A Knoxville Police Department officer who was wounded Monday in a shootout at Austin-East Magnet High School has been identified as the school’s SRO (Student Resource Officer), authorities said.
Officer Adam Wilson, a 20-year-veteran of KPD, is recovering from surgery at the University of Tennessee Medical Center, according to a statement posted today on social media by KPD.
Statements of support have flooded into the department from fellow law enforcement agencies, local officials and private citizens.
“We are grateful for the well wishes,” KPD’s statement said.
An Austin-East student — who has yet to be identified by authorities — was killed in the shootout in a restroom only minutes before school was supposed to let out Monday.
The fatal shooting, which took place at the beginning of Youth Violence Prevention Week, brought the toll of Austin-East students to die by gunfire so far in 2021 to five young men and women. It was the first killing to actually take place on school property, and it was the first involving law enforcement.
Precisely how the confrontation unfolded or how long it lasted wasn’t clear as of late Monday night. It wasn’t known if the officer or officers had tried to negotiate the student’s surrender, or if they even had time to make such an attempt to disarm him. It was also unknown if the student had been approached by school officials before the fatal encounter in the restroom took place.
Video and audio of the encounter was captured by KPDs new bodycam system, which was unveiled with fanfare to the public early this month, according to TBI Director David Rausch.
“It’s a sad day for Knoxville and it’s tough for Austin-East,” said Rausch, a former KPD officer who served for several years as police chief before moving to Nashville to run the TBI. “What a sad day for the family who lost their loved one and the families of the officers who had to get involved in this.”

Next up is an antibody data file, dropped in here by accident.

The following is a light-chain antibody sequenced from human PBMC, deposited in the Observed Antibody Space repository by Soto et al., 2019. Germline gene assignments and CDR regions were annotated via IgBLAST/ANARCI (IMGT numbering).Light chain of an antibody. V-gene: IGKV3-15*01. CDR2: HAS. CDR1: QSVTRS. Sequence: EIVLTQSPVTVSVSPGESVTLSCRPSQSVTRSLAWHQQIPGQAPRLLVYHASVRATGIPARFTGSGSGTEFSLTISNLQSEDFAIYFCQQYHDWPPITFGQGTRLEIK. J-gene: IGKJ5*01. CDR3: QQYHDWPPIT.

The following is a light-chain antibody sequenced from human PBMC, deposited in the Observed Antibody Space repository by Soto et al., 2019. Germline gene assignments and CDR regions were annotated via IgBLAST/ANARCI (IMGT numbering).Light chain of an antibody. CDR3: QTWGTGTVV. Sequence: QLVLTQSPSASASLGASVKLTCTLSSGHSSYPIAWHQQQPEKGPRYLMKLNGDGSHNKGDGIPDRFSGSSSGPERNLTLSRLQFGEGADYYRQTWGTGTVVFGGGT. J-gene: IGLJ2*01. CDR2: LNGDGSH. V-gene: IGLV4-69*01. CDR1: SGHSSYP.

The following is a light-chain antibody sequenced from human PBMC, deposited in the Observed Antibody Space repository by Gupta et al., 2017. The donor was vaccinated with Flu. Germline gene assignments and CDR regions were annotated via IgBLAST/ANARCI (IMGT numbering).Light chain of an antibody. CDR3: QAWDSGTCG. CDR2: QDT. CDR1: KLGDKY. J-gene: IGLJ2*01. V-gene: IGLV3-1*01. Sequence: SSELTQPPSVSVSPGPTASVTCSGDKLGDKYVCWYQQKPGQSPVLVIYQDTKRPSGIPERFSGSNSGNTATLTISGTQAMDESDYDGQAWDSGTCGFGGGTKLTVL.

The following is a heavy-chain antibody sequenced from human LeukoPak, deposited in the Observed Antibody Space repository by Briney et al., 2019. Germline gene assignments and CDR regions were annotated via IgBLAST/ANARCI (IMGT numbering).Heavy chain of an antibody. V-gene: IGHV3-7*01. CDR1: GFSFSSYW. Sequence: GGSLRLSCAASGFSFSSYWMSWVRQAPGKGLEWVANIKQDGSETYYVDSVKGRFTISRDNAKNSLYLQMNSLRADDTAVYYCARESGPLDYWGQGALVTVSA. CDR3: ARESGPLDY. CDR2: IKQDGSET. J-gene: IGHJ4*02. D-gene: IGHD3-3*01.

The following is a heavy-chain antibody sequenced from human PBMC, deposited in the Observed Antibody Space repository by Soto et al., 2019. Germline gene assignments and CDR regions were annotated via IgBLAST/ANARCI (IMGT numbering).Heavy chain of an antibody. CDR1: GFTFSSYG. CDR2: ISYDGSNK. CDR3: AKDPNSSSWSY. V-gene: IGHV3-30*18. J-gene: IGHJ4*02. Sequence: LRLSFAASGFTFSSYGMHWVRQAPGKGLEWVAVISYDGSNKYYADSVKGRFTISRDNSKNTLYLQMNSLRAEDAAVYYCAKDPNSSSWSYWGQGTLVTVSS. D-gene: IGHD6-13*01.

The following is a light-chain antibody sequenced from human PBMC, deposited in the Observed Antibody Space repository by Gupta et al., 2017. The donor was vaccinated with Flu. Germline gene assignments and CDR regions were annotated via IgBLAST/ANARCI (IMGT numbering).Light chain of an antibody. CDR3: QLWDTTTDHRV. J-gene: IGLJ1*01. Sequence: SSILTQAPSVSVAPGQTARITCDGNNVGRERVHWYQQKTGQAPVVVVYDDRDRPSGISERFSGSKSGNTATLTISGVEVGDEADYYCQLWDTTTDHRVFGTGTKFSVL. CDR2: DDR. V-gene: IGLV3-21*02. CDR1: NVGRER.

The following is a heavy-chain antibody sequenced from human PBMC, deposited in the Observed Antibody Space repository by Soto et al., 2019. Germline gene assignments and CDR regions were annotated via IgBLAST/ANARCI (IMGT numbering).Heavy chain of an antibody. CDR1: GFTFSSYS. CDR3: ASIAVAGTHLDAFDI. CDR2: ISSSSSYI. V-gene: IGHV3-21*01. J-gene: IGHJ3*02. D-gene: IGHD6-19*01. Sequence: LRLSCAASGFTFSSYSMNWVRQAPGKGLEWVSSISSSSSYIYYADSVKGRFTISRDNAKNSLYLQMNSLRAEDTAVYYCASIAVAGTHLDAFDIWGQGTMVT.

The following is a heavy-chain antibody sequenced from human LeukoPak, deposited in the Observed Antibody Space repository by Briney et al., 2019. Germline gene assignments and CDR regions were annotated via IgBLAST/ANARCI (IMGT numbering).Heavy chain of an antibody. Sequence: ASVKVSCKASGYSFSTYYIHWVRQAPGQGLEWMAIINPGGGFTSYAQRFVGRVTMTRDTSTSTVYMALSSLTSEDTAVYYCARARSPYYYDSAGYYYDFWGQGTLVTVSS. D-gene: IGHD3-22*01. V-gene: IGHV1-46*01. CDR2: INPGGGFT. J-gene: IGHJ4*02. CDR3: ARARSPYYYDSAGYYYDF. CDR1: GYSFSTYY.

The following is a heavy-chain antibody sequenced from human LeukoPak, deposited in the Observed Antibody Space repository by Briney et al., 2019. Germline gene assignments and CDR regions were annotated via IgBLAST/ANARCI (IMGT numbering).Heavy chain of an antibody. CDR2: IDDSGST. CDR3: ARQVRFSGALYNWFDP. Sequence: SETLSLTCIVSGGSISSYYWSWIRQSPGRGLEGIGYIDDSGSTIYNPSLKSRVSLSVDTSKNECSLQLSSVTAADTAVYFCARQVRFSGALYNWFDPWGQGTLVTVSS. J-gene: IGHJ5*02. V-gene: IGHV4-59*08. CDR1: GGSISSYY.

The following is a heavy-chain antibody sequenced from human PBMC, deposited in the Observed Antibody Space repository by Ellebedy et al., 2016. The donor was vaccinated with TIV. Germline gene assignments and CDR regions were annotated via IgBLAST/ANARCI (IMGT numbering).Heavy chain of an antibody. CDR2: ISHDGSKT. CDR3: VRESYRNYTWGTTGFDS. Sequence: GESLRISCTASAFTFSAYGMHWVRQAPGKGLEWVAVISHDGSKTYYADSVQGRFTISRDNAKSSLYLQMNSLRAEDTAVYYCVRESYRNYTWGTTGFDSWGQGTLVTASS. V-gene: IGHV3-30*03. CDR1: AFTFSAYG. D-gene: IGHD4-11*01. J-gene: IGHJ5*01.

The TBI was called in to handle the shooting investigation by Knox County District Attorney General Charme Allen.
The shooting happened about 3:15 p.m. when KPD received a call about “an individual possibly armed with a gun” at the school, Rausch said.
The student refused orders to come out of the restroom and then opened fire when one or more officers entered the room, hitting one in the leg. At least one officer then returned fire, killing the student, he said.
It wasn’t clear now many officers confronted the young man in the restroom, Rausch said.
Rausch took pains to stress that the information gathered so far was preliminary in nature. The evidence the TBI plans to review includes footage from KPD bodycams, recordings from the school’s security system and interviews with the people involved, he said.
Rausch also said it was improper to categorize Monday’s incident as a “school shooting.”
“This was an officer-involved shooting inside of a school,” he said.
Regardless of the semantics, the violent death of a fifth Austin-East student is bound to have unpredictable consequences.